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After a heated primary season, the stage for the general election is set in races for US Senate and governor in Georgia, and it looks like another nail-biter, according to a new Fox News survey of registered voters.
The US Senate race in Georgia is key for determining control of the upper house next year. The poll, released Thursday, finds Democratic Sen. Raphael Warnock up 4 percentage points over Republican Herschel Walker (46% vs. 42%). These results are within the margin of error.
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Warnock’s advantage comes from being about 20+ points ahead of Walker among women (52-33%), Black voters (77-8%), voters under age 45 (52-28%), and independents (43-23%).
The former Heisman winner’s biggest support comes from Republicans (84-6%), White evangelicals (80-10%), and White men without a college degree (70-19%). He has smaller advantages among men (52-39%) and rural voters (58-33%).
More Democrats (91%) support their candidate than Republicans support theirs (84%). Moreover, Warnock’s supporters are more enthusiastic about their choice (69%) than are Walker’s (51%). Thirty-one percent of Walker backers support him but with reservations vs. 18% for Warnock.
Additionally, more voters have a favorable view of Warnock (48% favorable vs. 47% unfavorable) than they do of Walker (43-48%).
“It sounds clichéd, but Walker’s task is clear: he has to convince independents and wayward Republicans that he is up to the task,” says Republican pollster Daron Shaw, who conducts the Fox News Poll with Democrat Chris Anderson. “He’s had a tough run of late, but he is well within striking distance in a year when there are substantial headwinds for Democratic incumbents.”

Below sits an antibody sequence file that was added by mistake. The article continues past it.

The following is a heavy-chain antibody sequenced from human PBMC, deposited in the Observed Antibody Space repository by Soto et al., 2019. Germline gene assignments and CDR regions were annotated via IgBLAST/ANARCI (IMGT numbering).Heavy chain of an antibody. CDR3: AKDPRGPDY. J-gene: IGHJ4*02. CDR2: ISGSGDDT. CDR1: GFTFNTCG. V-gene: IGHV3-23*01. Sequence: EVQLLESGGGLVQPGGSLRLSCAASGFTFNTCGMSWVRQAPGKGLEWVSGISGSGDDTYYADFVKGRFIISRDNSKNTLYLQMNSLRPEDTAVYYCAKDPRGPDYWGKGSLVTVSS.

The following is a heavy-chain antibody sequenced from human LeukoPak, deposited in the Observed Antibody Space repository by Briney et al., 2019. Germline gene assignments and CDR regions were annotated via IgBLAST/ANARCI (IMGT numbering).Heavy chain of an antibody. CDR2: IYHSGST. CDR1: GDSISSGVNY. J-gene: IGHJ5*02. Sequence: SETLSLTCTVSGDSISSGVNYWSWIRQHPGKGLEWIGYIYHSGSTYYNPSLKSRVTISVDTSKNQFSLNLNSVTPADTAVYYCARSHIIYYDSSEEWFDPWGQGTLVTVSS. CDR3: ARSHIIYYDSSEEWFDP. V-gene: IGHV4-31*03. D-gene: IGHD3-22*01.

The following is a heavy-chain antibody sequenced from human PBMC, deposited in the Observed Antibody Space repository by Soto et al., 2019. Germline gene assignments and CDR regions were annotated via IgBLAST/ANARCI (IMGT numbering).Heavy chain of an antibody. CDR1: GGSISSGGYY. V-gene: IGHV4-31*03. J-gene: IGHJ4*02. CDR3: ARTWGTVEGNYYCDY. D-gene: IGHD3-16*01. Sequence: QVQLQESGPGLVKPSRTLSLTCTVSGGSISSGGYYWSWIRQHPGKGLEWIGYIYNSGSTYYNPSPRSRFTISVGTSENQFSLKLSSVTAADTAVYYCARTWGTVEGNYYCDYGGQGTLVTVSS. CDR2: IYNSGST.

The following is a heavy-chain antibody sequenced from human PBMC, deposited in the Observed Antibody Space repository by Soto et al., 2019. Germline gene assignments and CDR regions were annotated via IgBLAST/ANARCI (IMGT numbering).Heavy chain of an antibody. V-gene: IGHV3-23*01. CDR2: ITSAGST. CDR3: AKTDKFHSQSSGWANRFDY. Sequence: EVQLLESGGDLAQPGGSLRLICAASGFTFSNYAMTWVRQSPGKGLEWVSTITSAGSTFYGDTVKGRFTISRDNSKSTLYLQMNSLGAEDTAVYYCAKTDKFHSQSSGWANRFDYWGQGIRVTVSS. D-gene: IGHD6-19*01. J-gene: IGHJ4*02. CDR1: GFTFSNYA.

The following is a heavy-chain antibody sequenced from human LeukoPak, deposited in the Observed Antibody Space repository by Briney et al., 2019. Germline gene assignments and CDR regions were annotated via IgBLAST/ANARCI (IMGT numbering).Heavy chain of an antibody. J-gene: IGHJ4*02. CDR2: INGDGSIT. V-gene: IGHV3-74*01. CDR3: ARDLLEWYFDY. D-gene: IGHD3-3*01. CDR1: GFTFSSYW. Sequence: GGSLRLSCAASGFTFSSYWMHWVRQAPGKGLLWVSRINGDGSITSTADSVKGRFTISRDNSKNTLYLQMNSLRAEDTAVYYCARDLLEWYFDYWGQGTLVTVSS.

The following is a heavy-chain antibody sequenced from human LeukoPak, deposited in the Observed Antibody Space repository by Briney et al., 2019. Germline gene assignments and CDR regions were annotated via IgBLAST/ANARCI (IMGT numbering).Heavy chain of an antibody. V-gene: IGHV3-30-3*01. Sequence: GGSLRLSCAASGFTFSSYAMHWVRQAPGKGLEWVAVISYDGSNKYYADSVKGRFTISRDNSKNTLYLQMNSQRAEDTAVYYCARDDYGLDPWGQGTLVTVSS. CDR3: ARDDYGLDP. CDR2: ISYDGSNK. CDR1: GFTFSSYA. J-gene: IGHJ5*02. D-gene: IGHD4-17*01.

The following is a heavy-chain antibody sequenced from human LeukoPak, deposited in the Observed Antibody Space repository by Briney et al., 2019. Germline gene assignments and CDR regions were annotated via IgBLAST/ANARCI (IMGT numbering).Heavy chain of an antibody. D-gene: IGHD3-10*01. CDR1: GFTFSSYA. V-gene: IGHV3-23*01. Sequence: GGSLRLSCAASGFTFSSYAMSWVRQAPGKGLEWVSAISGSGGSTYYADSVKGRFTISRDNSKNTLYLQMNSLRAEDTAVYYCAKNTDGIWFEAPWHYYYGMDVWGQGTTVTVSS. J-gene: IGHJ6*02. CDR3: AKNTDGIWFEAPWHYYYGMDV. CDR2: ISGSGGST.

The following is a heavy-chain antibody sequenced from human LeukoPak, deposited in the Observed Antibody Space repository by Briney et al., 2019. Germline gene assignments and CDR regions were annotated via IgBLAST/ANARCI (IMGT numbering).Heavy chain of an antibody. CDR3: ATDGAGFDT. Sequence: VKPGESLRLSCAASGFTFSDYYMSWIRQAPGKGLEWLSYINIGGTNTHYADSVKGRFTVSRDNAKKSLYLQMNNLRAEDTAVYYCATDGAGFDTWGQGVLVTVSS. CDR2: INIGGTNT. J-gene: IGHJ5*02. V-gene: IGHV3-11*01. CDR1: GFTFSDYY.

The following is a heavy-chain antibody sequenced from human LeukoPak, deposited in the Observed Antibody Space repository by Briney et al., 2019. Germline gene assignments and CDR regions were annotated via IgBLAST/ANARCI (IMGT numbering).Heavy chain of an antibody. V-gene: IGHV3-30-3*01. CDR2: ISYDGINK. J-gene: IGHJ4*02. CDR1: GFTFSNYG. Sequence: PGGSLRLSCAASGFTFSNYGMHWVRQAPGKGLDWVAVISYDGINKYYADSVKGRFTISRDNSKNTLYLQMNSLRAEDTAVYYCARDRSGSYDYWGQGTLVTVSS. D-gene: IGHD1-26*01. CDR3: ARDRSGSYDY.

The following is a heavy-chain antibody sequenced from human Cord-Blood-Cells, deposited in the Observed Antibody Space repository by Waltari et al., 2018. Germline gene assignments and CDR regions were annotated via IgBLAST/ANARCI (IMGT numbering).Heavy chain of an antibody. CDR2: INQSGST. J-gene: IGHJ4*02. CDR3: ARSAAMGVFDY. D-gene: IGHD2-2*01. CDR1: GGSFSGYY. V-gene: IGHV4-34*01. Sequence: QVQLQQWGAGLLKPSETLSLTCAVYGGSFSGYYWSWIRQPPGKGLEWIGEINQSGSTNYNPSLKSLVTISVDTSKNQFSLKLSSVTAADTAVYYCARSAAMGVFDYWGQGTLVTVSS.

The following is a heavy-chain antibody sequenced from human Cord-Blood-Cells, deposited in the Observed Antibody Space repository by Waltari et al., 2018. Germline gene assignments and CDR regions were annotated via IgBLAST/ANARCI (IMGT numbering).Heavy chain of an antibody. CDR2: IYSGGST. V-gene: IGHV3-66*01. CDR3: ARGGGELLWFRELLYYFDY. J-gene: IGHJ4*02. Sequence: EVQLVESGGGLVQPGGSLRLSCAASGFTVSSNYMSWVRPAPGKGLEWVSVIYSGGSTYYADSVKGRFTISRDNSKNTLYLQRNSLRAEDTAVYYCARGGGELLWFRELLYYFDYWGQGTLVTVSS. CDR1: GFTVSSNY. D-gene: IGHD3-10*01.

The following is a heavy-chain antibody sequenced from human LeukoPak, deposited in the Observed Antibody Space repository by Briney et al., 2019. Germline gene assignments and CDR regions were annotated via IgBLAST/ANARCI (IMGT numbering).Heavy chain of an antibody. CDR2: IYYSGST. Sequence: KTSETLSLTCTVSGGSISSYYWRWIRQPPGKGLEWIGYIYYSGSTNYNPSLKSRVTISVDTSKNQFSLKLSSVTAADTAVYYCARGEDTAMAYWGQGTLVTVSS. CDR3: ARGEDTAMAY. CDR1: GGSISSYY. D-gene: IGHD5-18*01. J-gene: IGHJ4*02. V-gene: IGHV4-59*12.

On the plus side for the President Trump-backed Walker, his supporters (81%) are more likely than Warnock supporters (74%) to be extremely motivated to vote this November, and with 1 in 10 Georgia voters still undecided (9%) that could be important.
Overall, 73% are extremely motivated to cast a ballot this year and they split their vote: 46% for each party’s candidate.
Inflation is the most important issue to Georgia’s Senate vote (28%) and those voters support Walker by 35 points (62-27%).
But that’s the only top issue he wins.
The other issues more than 10% of Georgians say are “most important” to their vote are abortion and election integrity/voting rights, both tied at 12%, and guns with 10% — and Warnock is ahead among each of these groups by at least 20 points.
Almost half of Georgia voters feel they are worse off financially compared to two years ago, only 16% feel they are better off. About a third (35%) say their financial situation is about the same.
Incumbent Republican Gov. Brian Kemp narrowly beat Democratic challenger Stacey Abrams in the 2018 race for governor and the rematch is headed for another close finish.
Kemp holds a 3-point advantage over Abrams (47-44%) with 7% undecided. The results are within the margin of error.